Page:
Each year thousands of individuals begin journeys that they hope will ultimately lead to an acceptance offer from top-tier business schools around the world, and for the majority of these applicants one of the first steps on the b-school path is studying for and taking the GMAT exam. With the 2012-2013 application season wrapping up, a whole new cohort of aspiring MBA students are beginning to get serious about their own school choices and application materials. Most schools won’t be releasing their updated application requirements until later in the summer, so one concrete element of their application that they can start working on now is properly preparing themselves for taking the exam. We sat down with the founders of the major online GMAT communities (Beat The GMAT and GMAT Club) as well as the Director of Academic Programs at leading GMAT test prep firm, Veritas Prep. These individuals have a combined wealth of experience to draw upon when providing helpful tips and insights to share with anyone contemplating an application to business school in 2013-14. In the article that follows, readers will have the opportunity to learn about common misconceptions many test takers have about the exam, successful approaches to creating a study schedule, specific tips that can help those who struggle with either the verbal or the quant sections, and valuable insights on how to approach retaking the test. We additionally have checked in with the official information provided by GMAC, the organization that creates and administers the GMAT exam.
One of the first things any first-time GMAT taker should consider is just when to schedule their exam, and how to create a study plan. Eric Bahn, Founder of the popular social network for GMAT preppers Beat The GMAT, highly recommends that applicants – whether studying independently or planning on enrolling in a study prep course – take the GMAT in late spring. While the goal is obviously to reach your target score on the first try, some test takers struggle the first time round. Bahn notes that if you don’t do as well as you had hoped, then taking the exam in late spring will allow you the the time to retake the exam in 60 days without running out of time to start “diving deep into the other aspects of the application.” Bahn further believes that self-studying individuals – those not enrolling in a prep course – should allot themselves 60 days to prepare, “making sure to carve 1-3 hours of study per day.” He went on to explain that the “trick to being a successful GMAT test taker is the same as what it takes for anyone to prepare for a marathon. Just do a little each day…it’s especially critical not to skip a day. Performance really does build upon the previous day’s work.” Bahn went on to caution against studying for longer than 90 days, saying that this often leads to studiers becoming “too saturated” and “running out of material.”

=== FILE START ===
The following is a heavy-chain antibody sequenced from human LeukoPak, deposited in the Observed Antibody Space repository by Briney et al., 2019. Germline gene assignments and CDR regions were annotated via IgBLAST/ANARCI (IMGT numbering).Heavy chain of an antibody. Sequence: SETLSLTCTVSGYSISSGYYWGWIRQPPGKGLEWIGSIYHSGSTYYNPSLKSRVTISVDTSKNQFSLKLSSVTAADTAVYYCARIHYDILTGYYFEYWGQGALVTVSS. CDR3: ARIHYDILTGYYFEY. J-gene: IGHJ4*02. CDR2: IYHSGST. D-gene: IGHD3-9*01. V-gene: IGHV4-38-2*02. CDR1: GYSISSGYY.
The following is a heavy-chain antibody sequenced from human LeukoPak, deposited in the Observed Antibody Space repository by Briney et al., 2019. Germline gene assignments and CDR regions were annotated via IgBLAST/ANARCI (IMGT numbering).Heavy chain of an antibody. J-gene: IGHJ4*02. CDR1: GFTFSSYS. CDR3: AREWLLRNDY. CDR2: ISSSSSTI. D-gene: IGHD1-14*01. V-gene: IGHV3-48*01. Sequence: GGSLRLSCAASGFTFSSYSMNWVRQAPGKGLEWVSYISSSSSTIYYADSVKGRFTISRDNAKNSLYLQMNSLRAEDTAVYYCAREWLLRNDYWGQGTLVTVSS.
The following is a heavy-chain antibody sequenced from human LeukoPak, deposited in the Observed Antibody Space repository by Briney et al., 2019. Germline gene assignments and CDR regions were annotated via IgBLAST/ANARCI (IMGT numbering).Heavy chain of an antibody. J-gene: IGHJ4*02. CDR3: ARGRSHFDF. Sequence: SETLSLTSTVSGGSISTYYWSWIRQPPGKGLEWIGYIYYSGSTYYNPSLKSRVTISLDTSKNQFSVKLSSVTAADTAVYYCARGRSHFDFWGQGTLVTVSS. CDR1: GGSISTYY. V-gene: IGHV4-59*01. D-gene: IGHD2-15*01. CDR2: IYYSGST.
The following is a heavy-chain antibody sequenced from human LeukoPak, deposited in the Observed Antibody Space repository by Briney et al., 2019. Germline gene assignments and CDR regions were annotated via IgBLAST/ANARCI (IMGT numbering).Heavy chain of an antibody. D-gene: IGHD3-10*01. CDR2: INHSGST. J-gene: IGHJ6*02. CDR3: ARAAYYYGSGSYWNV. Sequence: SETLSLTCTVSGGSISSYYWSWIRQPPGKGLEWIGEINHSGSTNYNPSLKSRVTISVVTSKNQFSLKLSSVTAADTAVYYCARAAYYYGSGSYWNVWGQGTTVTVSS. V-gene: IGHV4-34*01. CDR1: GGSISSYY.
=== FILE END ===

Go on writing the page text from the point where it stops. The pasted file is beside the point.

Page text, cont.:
Brian Galvin, Director of Academic Programs at Veritas Prep, suggested a slightly longer time frame, but not by much, saying about three months, or a 10-12 week guided study program should adequately prepare someone for the exam. Galvin focused on the importance of using that study time wisely, quoting famous basketball coach John Wooden and saying “Never mistake activity for achievement…it’s not the number of hours you study, but how wisely you use those hours.” Galvin also thought that aiming for studying 10-12 hours per week, in line with Bahn’s similar figure, was more than enough if the person studying truly used those hours effectively.
BB, founder of the GMAT Club, another online community built around the GMAT, echoed Galvin and Bahn’s sentiments, first noting that each individual has their own story and that there is no all encompassing length of time that will work for everyone. That said, BB did “not recommend spending more than six months” on study prep. “If one studies longer than six months,” he argued, “they are quite likely to start forgetting and would require spending over a half of their study time on reviewing what was covered previously. Think of it as a leak in a water tank. The longer one takes, the bigger the leak grows. For example, one of the GMAT Club members [took] the GMAT and scored 720 (which he was not happy with since he was applying to the top 10 schools), so he decided to take a year to retake (he was obviously not in a hurry), and to his surprise, after a year of studying, he scored 690. His story ends well, however, since he was admitted to Wharton with his original 720.”